What Is a Dutch Oven—and How Do You Cook With It?

This versatile pot is a kitchen workhorse and a must-have for every home cook.

dutch oven
Photo: Arina Habich/Getty Images

Dutch ovens are stunners in the kitchen. These thick-walled, large pots—usually made of cast iron—come in a variety of colors, captivating home cooks everywhere. But as gorgeous as they are, they're also truly worth it, thanks to their wide range of capabilities in the home kitchen. The heavy, tight-fitting lid makes it difficult for steam to escape, making a Dutch oven the perfect pot for moist-cooking methods like braising or stewing. Plus, its wonderful ability to retain heat also allows for perfect golden-brown searing or frying.

According to Barron's Food Lover's Companion, Dutch ovens are thought to be of Pennsylvania Dutch heritage, going back to the 1700s (!). Tried and true, here is your guide to your new favorite kitchen companion, the Dutch oven.

What Is a Dutch Oven Used For?

Oh, let us count the ways. A Dutch oven is one of the most versatile kitchen items you can own. We prefer enameled cast iron because it's stick-resistant (and comes in plenty of pretty colors!). If we had to pick a favorite way to use a Dutch oven, it would have to be for braising. From the start, a Dutch oven can facilitate a perfect golden-brown sear on meats or vegetables before you need to add any broth or other liquid for braising. It holds even heat for a long time, and it can go from stovetop to oven, and then straight to the table for a swoon-worthy and efficient way of serving a meal. Hello, one-pot dinners!

And it doesn't stop there. A Dutch oven can also be used for frying, again thanks to the consistent heat retention plus the benefit of the high sides, which minimize splatter. It's also an excellent vessel for baking bread, as it acts as an oven within an oven while creating optimal steam for tender boules with a crispy crust.

Of course, a Dutch oven can also be used for cooking soups, stews, sauces, stock, poaching or roasting chicken, a pot of beans, and even for baking some desserts, like cake or brownies.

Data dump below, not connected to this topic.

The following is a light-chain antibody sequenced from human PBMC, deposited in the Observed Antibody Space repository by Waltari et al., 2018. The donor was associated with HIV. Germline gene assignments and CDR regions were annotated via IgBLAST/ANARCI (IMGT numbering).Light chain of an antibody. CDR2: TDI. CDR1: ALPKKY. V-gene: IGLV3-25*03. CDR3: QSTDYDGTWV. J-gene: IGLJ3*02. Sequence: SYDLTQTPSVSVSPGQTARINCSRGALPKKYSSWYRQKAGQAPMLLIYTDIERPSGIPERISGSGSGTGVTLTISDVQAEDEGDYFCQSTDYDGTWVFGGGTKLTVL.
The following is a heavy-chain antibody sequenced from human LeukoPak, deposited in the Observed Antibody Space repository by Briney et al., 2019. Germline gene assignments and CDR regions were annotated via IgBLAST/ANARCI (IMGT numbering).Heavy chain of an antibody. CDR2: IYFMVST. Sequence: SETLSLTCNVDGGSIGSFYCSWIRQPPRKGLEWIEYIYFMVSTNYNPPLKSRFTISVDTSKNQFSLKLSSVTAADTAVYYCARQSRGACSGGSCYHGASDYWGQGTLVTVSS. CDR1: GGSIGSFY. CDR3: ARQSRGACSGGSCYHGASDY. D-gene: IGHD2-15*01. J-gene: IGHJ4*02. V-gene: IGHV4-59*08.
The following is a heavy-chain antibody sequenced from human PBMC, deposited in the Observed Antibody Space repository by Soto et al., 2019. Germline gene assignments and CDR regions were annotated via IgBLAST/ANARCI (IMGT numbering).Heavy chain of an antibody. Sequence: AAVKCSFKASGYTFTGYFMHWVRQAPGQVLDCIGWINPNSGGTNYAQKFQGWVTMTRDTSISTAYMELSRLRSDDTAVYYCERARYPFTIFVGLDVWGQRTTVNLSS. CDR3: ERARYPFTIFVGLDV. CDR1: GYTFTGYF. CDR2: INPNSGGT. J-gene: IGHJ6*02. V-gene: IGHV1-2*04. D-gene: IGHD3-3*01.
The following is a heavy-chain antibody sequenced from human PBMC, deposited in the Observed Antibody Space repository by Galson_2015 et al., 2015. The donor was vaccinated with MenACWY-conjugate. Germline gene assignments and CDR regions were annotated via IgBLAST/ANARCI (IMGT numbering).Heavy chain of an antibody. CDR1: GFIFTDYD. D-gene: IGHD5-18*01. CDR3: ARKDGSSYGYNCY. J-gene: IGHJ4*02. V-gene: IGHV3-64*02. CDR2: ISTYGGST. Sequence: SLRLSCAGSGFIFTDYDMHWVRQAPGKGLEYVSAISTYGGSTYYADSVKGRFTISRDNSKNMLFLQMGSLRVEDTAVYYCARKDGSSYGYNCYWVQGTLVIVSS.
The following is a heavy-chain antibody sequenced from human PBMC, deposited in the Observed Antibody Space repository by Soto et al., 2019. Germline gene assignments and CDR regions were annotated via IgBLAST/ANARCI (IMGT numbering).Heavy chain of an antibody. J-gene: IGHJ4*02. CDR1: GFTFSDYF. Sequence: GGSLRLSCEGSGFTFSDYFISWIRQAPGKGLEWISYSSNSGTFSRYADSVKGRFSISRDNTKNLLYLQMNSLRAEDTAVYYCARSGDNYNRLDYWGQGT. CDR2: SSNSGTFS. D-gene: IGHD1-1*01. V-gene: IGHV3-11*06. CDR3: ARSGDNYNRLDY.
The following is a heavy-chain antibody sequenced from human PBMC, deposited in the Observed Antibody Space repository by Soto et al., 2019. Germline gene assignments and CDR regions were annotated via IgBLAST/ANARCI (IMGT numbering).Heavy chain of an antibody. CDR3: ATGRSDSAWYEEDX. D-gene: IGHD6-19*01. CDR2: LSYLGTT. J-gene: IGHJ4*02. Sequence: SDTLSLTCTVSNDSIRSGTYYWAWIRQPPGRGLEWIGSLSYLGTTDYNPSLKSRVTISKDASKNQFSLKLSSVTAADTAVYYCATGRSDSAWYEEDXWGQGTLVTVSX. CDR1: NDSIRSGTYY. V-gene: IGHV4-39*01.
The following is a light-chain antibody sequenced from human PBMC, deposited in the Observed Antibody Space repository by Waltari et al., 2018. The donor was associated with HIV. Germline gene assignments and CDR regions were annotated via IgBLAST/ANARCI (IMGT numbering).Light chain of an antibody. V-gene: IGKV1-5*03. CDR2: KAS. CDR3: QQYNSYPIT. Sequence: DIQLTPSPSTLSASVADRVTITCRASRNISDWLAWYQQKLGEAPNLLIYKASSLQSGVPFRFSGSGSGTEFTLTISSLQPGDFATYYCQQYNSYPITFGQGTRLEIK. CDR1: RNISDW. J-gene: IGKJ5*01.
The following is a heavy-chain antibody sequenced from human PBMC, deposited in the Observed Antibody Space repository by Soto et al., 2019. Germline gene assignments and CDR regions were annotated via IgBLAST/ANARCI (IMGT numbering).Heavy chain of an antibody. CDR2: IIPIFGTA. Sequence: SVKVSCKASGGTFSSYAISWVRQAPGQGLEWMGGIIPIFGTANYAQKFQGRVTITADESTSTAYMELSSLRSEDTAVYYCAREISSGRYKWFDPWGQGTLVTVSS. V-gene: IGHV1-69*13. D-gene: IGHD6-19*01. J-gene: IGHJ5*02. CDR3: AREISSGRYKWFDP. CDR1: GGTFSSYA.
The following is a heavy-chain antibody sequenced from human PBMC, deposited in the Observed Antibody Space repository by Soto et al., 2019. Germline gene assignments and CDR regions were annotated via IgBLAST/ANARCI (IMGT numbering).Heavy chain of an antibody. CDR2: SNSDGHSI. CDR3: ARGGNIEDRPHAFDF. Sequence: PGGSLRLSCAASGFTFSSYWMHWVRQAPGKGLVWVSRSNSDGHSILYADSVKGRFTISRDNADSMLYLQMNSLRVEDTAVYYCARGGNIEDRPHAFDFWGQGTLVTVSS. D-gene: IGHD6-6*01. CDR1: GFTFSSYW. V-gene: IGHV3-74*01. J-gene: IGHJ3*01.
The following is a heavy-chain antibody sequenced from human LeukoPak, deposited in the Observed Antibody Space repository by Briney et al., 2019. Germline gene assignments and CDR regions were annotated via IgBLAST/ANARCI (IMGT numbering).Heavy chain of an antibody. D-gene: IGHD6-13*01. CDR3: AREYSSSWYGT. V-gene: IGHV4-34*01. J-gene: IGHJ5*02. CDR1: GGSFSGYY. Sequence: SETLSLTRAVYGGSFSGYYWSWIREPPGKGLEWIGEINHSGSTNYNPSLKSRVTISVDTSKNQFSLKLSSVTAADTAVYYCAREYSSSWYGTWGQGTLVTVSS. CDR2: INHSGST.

What Size Dutch Oven Works Best?

You might be convinced now that a Dutch oven is just what you need. But now comes the big question, what size should you buy? There isn't one size that's better than the other, and it all comes down to your needs (and the space you have in the kitchen!). However, for ultimate versatility, a round 5 to 7-quart Dutch oven is the way to go, with the 5.5-quart model being the most popular size. This size is sufficient if you're cooking for four, and often yields leftovers. For smaller households, a smaller pot between 3 and 4 quarts is sufficient to serve up to three people, and is perhaps more enticing to bring in and out of the kitchen cabinet due to its lighter weight. Another option is to invest in a cast iron skillet set that includes a Dutch oven, such as Lodge's seasoned 5-piece set.

What to Use Instead of a Dutch Oven

There isn't a perfect swap for a Dutch oven, but if you're looking for an option to use instead of a Dutch oven, there are two key factors to look out for. First, make sure the heavy-bottomed pot you choose to use has a tight-fitting lid. Second, all parts of the pot and lid need to be oven-proof—this means no plastic handles. A stock pot usually fits the bill, although it's important to note that it might be too tall to fit in the oven if you're going from stovetop to oven.

How to Clean a Dutch Oven

Once you make the investment, it's important to take good care of your Dutch oven and help it live as long a life as possible. Avoid the dishwasher, it's better to hand-wash your Dutch oven once it's completely cooled. This helps preserve the coating in enamel-coated pots, or the seasoning of a traditional Dutch oven. Warm soapy water and a nylon scrub brush will do the trick. It's crucial to wait until the pot has cooled to avoid any drastic changes in temperature, which can affect the enamel and lead to cracking, and then, in turn, rust.

For stubborn stuck-on food, let the pot soak in warm soapy water before scrubbing with a silicone pan scraper or silicone spatula, which won't damage the enamel coating. Alternatively, bring some water to a boil in the Dutch oven to remove any bits of food. For Dutch ovens without an enamel coating, try to avoid any dish soap.

Be sure the pot is completely dry before storing. One easy way to do this is to place the pot over low heat for a few minutes until it's thoroughly dry.

Dutch Oven Recipes to Try

Ready to put your Dutch oven to good use? Here are some mouthwatering recipes to get you started with your new favorite cooking tool.

01 of 05

Spice-Braised Short Ribs

Spice-Braised Short Ribs
Greg DuPree

A Dutch oven is perfect for these rich and smoky short ribs that are fall-apart tender thanks to three hours of braising.

02 of 05

Spicy Rigatoni alla Vodka

Greg DuPree

Make this creamy, rich, spicy pasta sauce studded with caramelized shallots right in a Dutch oven.

03 of 05

One-Pot Chicken Sausage and Beans

Sausage and beans layer on the flavors in this simple one-pot recipe, which is inspired by the classic cassoulet.
Caitlin Bensel

Taking inspiration from the French cassoulet, this simple one-pot stew is a study in layered flavors, but without the hours-long work of the classic version.

04 of 05

Soy-Simmered Squash With Miso Hummus and Togarashi

soy simmered squash with miso and hummus
Greg Dupree

A Dutch oven is also great for searing vegetables, and this flavorful squash is proof.

05 of 05

No-Knead Crusty Boule

No-knead boule
Victor Protasio

This is the one recipe you need to bake bread in a Dutch oven.

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